Joseph Havel (American, b. 1954) was the featured artist at the Nasher Sculpture Center’s 360 Speaker Series this Saturday.
I’ve admired this Houston-based sculptor’s work for many years, attended his openings at Talley Dunn Gallery in Dallas, and was thrilled to learn more about his background, thought process and career path.
As usual, I’ll share several stories that resonated with me. Hopefully, you will also find them of interest.
He said that this was a special talk for him. One that propelled him to remember, revisit and show images of early work because Dallas has special and historic importance for his career path. He came to this area from the East coast for his first post-graduate teaching position at Austin College in Sherman, TX. The town is only 60 miles North of Dallas. He found himself driving most nights into downtown Dallas, specifically Deep Ellum where there was a very happening, active arts scene in 1979. This was a place where his work was embraced and recognized – a place of many firsts:
- His first show in a non-profit space was at 500X, which still operates as an Artists’ Coop in Deep Ellum.
- The Dallas Museum of Art was the first museum to acquire his work.
- He completed his first sale to a private collector, who happened to be seated in the audience on Saturday and was visibly proud to be part of Havel’s life story.
- The first cast bronze sculpture he sold was to a Dallas collector.
- Michael Auping, Chief Curator of The Modern Art Museum of Fort Worth, asked Havel if he planned on casting a cloth curtain sculpture in bronze. Havel quickly responded, “Of course!” Most likely he would not have taken this next step without Auping’s prodding. The outcome of the story? This bronze piece was museum-ready and was selected for the 2000 Whitney Biennial in New York. The biennial is an art showcase known as a career-making vehicle and acknowledgement that an artist has arrived on the national scene.
In the photo below, notice the draped sculpture to the left. It resembles the work Havel carried – literally carried – to a Paris show at Le Palais de Tokyo.
Havel told us he wanted to pack an entire gallery exhibition in two suitcases – no professional handlers, no complex customs and tariffs, the fewest of encumbrances. He did this by making “soft sculpture” art – like the large square “mesh” of hand-sewn shirt labels in the image above. The square was hung from one of its corners, causing a fluid drape that extended from the gallery’s ceiling beam to the floor. This renowned artist rolled two suitcases through the Tuileries Gardens en route to the gallery space. I was amused by Havel’s motivation, careful planning and desire to schlep a manageable load.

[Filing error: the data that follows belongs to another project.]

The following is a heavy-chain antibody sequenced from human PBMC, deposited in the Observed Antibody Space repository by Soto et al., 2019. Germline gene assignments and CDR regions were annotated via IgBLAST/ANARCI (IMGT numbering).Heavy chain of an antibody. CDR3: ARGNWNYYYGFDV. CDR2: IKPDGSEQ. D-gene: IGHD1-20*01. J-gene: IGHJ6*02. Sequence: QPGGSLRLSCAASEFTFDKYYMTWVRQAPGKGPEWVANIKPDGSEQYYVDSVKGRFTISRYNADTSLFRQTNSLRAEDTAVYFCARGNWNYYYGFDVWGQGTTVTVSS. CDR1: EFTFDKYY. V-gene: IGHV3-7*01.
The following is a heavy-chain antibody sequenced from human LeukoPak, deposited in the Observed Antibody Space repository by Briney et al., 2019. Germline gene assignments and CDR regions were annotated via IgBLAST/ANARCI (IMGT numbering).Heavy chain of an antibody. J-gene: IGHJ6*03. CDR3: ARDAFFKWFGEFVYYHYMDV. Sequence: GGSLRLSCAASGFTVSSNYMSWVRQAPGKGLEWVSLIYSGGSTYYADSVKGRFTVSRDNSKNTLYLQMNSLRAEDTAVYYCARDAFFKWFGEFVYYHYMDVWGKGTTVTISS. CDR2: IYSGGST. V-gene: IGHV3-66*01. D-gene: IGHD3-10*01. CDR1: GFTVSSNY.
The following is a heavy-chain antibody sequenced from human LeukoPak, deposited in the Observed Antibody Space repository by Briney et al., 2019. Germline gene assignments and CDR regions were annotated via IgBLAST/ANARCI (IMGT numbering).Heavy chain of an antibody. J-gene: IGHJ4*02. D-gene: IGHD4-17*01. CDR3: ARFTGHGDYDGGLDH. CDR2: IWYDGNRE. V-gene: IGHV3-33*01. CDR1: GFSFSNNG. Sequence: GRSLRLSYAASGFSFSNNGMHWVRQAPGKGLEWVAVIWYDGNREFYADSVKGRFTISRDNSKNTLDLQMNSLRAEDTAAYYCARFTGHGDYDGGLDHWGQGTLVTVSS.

Paris was the subject of another story he shared with us. He was there for a solo show on September 12, 2001 – buffered by the Atlantic Ocean from Ground Zero and 9/11 terrorist attacks. Havel was so moved by the condolences from Parisians when they realized he was from the USA that he knew his next show in the “City of Light” would have an American theme. Stars and stripes from our flag were repurposed into striking objects. Below are two images from these explorations which are still ongoing.
Joseph Havel is one of many who’ve visited the Nasher Sculpture Center to talk about work and life as an artist. For people intrigued by the creative process, I highly recommend the next 360 Speaker Series guests who are:
- The Art Guys on July 14th
- Kathryn Andrews on August 25th
I’m taking a short summer vacation – be back July 15th.
Thanks. This is a great summary of a wonderful talk, and yes these Nasher 360 talks are very enjoyable and thought provoking–susan ernst
“love the juxtaposition of the old Paris and the new Havel. The shirt tags even look Eiffel related! Thanks for sharing the info on Havel’s talk. SW
thanks for the havel insight . have a great vacation. g
A very intriguing article. Sorry i missed that! But now im inspired to investigate his work. Thanks again Meg